Things to Do

8 Great Things to Do Near DC Before the End of Summer

Have you cracked crabs yet?

Splash Zone: Read about your end-of-summer bucket list, which includes cooling off at Beaver Dam Swimming Club. Photograph by Patrick Semansky/AP Photo.

Consider this your checklist for making the most of what’s left of the season.

1. Dive Into a Swimming Hole

Photograph by Patrick Semansky/AP Photo.

Channel summer-camp nostalgia at Beaver Dam Swimming Club (10820 Beaver Dam Rd., Cockeysville), a freshwater quarry with a rope swing, diving board, and rolling log. The swimming hole is about 50 feet deep, and there are also two shallower pools for more fun in the water. Once you’ve splashed around, hang in the sand with a cold treat from the snack bar or bring provisions for a cookout on the grill. Admission starts at $20 for adults, $16 for ages two to 11.


2. Crack Some Crabs

Cantler’s serves crabs by the water. Photograph by Scott Suchman .

Don’t bid farewell to summer without enjoying at least one crab feast. In fact, this later point in the season is the best time to find meatier crustaceans. For a classic crab-house experience worth the drive, Cantler’s Riverside Inn (458 Forest Beach Rd., Annapolis) has picnic tables on its waterfront deck. Steamed blue crabs are rubbed with J.O. Spice, a seasoning similar to Old Bay. Other summer-sendoff options include Nick’s Fish House in Baltimore (2600 Insulator Dr.) and, closer to home, DC’s Tavern at Ivy City Smokehouse (1356 Okie St., NE).


3. Hit the Beach

Quiet Waters Park has a designated dog beach. Photograph by Susan Walsh/AP Photo.

When a trip to the coast is not in the cards, consider a shorter jaunt to Terrapin Nature Park and Beach (191 Log Canoe Cir., Stevensville). Just across the Bay Bridge, about an hour from DC, the Queen Anne’s County park is home to a long, narrow beach at the end of a walking and biking path. Coolers, shade structures, and swimming are prohibited, but beachgoers can relax on a blanket or stroll the shoreline for sea glass, shells, and other sandy treasures. Leashed dogs are welcome. (For an off-leash swim, Quiet Waters Park in Annapolis has a great dog beach.) After, cool off with a milkshake or soft-serve from nearby Bark Barbecue Cafe (371 Log Canoe Cir., Stevensville).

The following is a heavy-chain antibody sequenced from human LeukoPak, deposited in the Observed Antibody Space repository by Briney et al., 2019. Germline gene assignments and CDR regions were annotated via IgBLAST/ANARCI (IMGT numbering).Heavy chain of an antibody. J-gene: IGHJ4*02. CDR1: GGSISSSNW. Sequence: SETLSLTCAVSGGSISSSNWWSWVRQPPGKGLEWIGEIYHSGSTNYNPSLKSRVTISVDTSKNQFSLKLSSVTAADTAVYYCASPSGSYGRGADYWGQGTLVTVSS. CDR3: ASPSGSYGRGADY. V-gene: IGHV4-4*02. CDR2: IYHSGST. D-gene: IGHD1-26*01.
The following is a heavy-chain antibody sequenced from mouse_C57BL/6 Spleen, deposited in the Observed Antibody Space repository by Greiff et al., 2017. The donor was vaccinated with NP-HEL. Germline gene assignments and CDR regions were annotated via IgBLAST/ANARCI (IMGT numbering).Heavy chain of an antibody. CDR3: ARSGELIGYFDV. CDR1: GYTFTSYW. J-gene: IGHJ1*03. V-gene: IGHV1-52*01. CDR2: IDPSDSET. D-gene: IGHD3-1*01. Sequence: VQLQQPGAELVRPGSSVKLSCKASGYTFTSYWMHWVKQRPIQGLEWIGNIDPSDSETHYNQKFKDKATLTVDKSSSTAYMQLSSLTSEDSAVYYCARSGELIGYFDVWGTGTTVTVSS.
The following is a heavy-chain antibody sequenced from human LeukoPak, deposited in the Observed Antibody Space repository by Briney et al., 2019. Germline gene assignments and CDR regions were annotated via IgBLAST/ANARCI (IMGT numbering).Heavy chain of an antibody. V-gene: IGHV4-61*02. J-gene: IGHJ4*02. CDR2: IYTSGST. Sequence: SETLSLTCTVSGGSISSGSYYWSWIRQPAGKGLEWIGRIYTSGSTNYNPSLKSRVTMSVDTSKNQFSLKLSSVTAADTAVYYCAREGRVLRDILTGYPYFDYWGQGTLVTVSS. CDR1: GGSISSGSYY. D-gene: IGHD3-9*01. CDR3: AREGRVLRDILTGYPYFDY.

4. Hunt for Sharks’ Teeth

Search for fossils at Calvert Cliffs State Park. Photograph by David Heise/Flickr.

Play paleontologist while searching for sharks’ teeth at Calvert Cliffs State Park (10540 H.G. Trueman Rd., Lusby), about 90 minutes from DC. You’ll have to hike to get to prime tooth-finding territory: The dog- and kid-friendly Red Trail (3.5 miles round-trip) leads directly from the parking lot to the edge of the Chesapeake Bay. Once you reach the water, you can hunt for prehistoric teeth—the park’s claim to fame—cool off with a dip, and take in the scenic cliff views.


5. Pick Fruit and Flowers

Photograph courtesy of Great Country Farms.

Late summer brings lush produce and pretty petals to local fields. Here are three things to pluck—and where to go—for your next farm excursion.


At Butler’s Orchard (22222 Davis Mill Rd., Germantown), blueberries, blackberries, and raspberries adorn bushes like gemstones. Once you’ve perused the shrubs, kids can greet the cows, pigs, and goats. Admission is $4 per person, plus the cost of the container.